Discovering Box Elder & Bear River Valley
A scenic and compelling journey through Northern Utah’s Bear River Valley
Besides being Golden Spike country, the Bear River Valley is one of Utah’s most scenic and compelling rural agricultural areas. This northern corner of Utah has a special place in the state’s geography — in a region founded on farming, it is one of Northern Utah’s last true rural, productive areas.
This is a bounty for the traveler — especially for those willing to move slowly and look around. Traveling by bicycle, for my eight-year-old daughter, Juliet, and me, meant great bike touring roads of the kind not often found in Utah. The Bear River Valley’s small towns are connected by a network of small, relatively flat two-lane byways without much traffic, reminiscent of New England, the Midwest or Coastal California.
These roads provide a way to poke around the valley. They form a network connecting small towns that you may not have been to before: Honeyville, Deweyville, Garland, Bear River City. And the distances between them are short. From Brigham City, for example, Utah state Route 38 runs north along the base of the Wellsville Mountains to Honeyville, a nice, flat 10-mile ride that is deceivingly close to I-15 but takes you into another world.
"The Bear River Valley is a bounty for the traveler — especially for those willing to move slowly and look around."
And they have a way of pulling you aside. On S.R. 38, we dismounted frequently to meet horses standing at the fence or to check out a monument to Call’s Fort, built in 1855 by Mormon settlers as “the most northerly outpost in Utah.”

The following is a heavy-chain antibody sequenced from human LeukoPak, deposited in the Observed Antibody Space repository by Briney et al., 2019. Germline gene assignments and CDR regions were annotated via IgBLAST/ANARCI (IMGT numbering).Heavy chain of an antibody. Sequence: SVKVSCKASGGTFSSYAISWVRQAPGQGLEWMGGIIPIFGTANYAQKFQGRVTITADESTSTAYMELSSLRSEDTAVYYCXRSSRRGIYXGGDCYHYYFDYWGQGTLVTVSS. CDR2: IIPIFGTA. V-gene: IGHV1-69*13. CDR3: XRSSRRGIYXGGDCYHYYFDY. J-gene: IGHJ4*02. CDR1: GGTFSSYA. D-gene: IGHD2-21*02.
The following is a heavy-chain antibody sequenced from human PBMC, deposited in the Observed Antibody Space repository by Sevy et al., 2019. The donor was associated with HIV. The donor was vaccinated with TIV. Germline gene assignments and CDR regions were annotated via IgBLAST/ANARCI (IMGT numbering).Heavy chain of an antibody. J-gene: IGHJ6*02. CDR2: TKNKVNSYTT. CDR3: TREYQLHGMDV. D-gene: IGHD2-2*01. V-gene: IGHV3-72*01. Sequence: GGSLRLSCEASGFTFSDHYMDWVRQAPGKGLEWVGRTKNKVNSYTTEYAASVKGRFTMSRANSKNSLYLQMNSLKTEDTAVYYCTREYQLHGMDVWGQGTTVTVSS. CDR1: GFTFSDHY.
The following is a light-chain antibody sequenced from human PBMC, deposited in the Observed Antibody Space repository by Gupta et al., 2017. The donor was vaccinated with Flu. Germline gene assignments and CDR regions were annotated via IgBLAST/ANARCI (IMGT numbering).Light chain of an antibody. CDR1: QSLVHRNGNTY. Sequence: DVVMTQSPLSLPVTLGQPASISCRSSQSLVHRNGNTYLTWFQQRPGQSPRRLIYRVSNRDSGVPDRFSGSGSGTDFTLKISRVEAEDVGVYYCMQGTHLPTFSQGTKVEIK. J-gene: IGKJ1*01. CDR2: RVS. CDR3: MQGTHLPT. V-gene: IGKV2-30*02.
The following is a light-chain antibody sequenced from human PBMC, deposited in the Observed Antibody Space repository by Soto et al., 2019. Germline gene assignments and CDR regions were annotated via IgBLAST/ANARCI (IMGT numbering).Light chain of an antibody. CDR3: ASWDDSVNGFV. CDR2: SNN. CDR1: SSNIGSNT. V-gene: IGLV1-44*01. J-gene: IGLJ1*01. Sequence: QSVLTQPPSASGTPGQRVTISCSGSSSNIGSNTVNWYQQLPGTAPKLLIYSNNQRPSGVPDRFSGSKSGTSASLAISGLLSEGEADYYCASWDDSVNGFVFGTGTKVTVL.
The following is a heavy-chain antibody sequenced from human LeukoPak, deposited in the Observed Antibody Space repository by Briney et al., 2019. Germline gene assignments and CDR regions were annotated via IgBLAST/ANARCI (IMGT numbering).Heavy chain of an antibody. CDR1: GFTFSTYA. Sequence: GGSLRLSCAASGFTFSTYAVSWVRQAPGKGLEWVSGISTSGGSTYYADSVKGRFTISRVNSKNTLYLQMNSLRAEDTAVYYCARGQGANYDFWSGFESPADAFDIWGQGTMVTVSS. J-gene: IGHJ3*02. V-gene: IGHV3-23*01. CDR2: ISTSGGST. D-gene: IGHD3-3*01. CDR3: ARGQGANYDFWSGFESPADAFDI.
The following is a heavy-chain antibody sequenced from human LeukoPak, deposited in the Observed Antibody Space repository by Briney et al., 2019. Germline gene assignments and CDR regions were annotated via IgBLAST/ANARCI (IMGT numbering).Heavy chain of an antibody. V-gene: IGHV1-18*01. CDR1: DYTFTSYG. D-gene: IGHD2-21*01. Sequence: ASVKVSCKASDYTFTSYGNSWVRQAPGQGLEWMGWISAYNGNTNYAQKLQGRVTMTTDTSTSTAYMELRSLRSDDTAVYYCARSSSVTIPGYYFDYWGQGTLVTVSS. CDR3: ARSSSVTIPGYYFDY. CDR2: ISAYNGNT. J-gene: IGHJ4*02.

South of Brigham City is fruit country. The U.S. 89 corridor here is known as the “Fruit Highway,” with a steady rhythm of orchards, farms and stands such as Pettingill, Grammy’s, Gray’s and Tagge’s. Throughout the summer and fall seasons of harvest, the Fruit Highway becomes Utah’s top “agri-tourism” destination. Also along this stretch, in Perry, is Maddox Ranch House, the original farm-to-table restaurant, where steaks are served from cattle raised on-site, and the rolls are made with local Brigham City flour.
Deliberate Travel, Closer Looks
There are neat things all over the place for the traveler to find in this productive rural landscape if you look closely. In Tremonton is Earland’s Meats, a butcher shop for animals raised throughout the valley that advertises a mobile slaughter unit, and features bacon burgers — that is, beef burgers with bits of bacon mixed in.
South of Tremonton, state Route 13 parallels the Bear River on its way to Corinne. On a quiet street in Bear River City, we found the Lavender House, a stately home with a wrap-around porch, surrounded by gardens. Initially having a hard time deciphering what it was, we followed signs down the driveway to a self-serve gift shop. We opened the door to find a ceiling full of dried flowers and soaps and lotions all made from herbs and flowers grown on-site.
Unfortunately, apart from a few Airbnbs, lodging is not plentiful within these Bear River Valley towns — though travelers will find several chain motel accommodations at I-15 exits. One exception is the Camelot Inn, a small motel where we stayed in Honeyville, at the town’s crossroads of state Routes 38 and 240. The Inn features outdoor amenities such as lawn, a firepit and basketball hoop, as well as spectacular views of the Wellsville Mountains.
Perhaps the most well-known of the Bear River Valley destinations is Crystal Hot Springs, a few miles north of Honeyville. The springs has been an attraction since before the golden spike itself — noted on pre-railroad emigrant trail maps as “Hot and Cold Springs.”
On the evening we stayed in Honeyville, Juliet and I took a spectacular bike ride of two miles out to the hot springs, which has been developed into a series of swimming pools that mix the area’s hot and cold spring water into different temperatures to suit the season. The resort had recently been renovated with a new lodge building and cave/waterfall feature. We were immediately attracted to the waterslides, a new experience sliding down in hot water.